You might have heard of the term PMI and wondered what it is when talking about a mortgage. If your lender is throwing around the term PMI or private mortgage insurance, it usually means that you have a down payment of less than 20% on a new home loan.
Private mortgage insurance protects the lender from losing money if the borrower ends up in foreclosure. Think of it this way, if you buy a house that's $400,000 and you put 20% down, that's an $80,000 leeway and also instant equity immediately after you purchase the property. You only owe $320,000 on a $400,000 property. If you need to sell the property, you can afford the commission and closing costs because you have that additional cushion of $80,000. Now, if you only put down 3% on a $400,000 home that's only $12,000. If you foreclose or default on the loan, the lender only has a $12,000 cushion to pay closing costs and any real estate commissions, which is typically not enough. Because of this, lenders will institute private mortgage insurance, which adds to your monthly mortgage payment in case you default.
Private mortgage insurance fees vary from around .3% to 1 1/2% of the original loan amount per year. This is also dependent on the size of your down payment and your credit score. Mortgage insurance paid in 2017 is tax-deductible but we don't know what will happen for 2018 as the Trump administration is currently overhauling the tax code.
So let's say you're looking at a $200,000 house with a 10% down payment. This means that you'll put $20,000 down and borrow $180,000. With a high credit score, you're likely to get a lower PMI rate, possibly .3% per year. This means your annual premium will be about $540 or $45 a month additional on top of your principal payment, taxes, and homeowners insurance.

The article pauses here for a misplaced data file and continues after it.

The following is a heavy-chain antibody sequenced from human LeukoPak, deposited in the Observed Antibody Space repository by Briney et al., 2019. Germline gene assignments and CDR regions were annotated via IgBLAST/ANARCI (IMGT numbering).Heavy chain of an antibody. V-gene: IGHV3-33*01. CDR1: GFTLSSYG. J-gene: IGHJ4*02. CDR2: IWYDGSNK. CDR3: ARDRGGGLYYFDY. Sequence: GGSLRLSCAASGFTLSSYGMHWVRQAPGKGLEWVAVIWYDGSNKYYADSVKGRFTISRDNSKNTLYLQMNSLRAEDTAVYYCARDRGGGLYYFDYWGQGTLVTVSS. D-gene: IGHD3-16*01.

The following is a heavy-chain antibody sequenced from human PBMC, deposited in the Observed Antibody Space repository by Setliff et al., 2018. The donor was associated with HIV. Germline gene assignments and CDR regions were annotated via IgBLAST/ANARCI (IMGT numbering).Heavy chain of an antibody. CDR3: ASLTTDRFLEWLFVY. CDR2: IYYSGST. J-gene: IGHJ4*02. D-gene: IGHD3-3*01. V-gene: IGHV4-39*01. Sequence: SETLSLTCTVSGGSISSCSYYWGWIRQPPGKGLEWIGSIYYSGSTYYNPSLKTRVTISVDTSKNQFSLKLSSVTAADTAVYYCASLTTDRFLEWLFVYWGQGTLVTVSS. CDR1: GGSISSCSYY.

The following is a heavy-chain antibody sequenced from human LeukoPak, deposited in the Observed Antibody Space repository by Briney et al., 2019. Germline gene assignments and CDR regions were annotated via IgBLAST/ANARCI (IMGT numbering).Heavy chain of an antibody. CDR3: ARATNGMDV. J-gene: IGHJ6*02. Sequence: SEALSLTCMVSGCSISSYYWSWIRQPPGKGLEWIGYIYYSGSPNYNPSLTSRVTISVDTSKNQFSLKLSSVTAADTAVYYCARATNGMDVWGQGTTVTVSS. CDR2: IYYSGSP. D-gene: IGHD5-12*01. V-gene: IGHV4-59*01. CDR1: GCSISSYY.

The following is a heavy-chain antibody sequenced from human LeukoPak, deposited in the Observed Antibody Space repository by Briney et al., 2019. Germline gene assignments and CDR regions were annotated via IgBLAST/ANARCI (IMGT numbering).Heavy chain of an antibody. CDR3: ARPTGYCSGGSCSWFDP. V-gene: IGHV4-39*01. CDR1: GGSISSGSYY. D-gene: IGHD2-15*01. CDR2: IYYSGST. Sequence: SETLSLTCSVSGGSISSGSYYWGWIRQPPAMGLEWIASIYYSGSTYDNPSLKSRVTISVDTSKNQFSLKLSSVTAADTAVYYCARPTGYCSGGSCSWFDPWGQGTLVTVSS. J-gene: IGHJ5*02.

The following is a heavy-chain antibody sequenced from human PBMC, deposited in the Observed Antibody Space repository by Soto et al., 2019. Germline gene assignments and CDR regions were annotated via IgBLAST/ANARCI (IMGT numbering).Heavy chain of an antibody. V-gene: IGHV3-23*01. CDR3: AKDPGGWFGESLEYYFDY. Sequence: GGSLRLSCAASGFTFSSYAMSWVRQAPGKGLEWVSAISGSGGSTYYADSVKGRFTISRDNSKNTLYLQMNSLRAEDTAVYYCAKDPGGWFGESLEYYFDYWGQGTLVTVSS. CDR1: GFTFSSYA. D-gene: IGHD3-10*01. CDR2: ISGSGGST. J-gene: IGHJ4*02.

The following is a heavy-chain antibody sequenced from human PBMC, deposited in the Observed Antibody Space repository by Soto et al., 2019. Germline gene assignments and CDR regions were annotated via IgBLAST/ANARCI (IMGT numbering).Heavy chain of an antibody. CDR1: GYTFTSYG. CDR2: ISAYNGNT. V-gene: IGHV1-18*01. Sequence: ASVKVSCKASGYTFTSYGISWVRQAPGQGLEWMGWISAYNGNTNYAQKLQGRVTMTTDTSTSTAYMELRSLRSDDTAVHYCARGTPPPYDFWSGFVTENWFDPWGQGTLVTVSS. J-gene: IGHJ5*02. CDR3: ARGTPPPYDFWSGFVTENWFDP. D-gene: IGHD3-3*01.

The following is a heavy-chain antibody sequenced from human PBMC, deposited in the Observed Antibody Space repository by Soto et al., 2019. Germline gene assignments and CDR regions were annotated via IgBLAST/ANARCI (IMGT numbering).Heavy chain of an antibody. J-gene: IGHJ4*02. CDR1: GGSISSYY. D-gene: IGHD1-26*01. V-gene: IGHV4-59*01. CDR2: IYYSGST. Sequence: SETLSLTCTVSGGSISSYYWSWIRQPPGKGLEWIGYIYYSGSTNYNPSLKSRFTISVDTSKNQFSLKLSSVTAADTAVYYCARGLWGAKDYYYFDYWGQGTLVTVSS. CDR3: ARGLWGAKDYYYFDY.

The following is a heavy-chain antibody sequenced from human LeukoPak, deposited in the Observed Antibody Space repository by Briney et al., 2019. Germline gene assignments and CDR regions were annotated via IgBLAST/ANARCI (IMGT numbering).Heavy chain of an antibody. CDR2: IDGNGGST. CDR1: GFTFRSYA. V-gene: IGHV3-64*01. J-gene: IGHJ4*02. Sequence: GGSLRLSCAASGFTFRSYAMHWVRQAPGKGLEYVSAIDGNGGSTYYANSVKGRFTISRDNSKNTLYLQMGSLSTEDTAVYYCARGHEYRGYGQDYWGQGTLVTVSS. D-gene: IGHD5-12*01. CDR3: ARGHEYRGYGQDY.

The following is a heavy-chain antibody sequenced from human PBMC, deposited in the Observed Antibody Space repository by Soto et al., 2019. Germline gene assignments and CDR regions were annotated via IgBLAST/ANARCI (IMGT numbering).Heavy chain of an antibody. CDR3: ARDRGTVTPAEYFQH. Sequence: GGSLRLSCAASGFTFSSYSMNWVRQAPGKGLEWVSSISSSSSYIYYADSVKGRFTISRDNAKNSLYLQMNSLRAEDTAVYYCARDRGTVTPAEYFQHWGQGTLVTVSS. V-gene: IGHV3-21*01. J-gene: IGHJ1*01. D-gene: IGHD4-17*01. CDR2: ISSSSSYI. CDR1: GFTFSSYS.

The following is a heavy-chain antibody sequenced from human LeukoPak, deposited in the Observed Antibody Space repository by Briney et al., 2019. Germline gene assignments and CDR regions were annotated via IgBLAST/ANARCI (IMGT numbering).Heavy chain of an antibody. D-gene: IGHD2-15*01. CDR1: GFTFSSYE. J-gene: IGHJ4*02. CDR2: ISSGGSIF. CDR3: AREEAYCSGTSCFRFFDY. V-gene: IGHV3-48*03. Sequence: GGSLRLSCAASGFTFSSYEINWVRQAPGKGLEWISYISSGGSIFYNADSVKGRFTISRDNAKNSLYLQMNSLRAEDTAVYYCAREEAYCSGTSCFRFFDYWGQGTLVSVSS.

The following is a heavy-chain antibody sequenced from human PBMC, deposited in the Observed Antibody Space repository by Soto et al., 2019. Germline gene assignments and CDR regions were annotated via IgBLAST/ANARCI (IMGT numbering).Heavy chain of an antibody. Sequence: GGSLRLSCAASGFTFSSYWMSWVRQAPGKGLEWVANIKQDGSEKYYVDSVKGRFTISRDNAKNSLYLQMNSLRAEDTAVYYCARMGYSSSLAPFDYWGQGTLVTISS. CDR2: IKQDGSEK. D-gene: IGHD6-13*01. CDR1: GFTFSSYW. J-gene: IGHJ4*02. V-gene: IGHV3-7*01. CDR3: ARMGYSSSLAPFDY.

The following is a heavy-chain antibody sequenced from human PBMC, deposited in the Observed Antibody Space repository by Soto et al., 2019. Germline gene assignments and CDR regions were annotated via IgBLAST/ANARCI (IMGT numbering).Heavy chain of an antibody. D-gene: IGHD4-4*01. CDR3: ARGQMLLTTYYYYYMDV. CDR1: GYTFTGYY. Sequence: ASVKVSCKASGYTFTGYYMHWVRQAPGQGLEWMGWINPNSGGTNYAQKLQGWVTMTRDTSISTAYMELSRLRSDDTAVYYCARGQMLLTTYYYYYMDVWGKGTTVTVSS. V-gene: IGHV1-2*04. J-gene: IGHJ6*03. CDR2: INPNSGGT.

The only way to eliminate PMI is when your outstanding loan balance drops to 78% of the homes original value and this could take several years. Of course, you can speed that up by making more payments, higher payments, or until your homes value increases. But, you have to request the cancellation of mortgage insurance when the loan to value drops to 80% or lower.
FHA also has different regulations and a lot of their loans have insurance premiums that cannot be canceled. In this case you will have to refinance the loan, typically with a larger down payment and possibly a conventional loan with no PMI.
For more questions on PMI, mortgage insurance, or applying for a home loan throughout the Palm Desert area give us a call.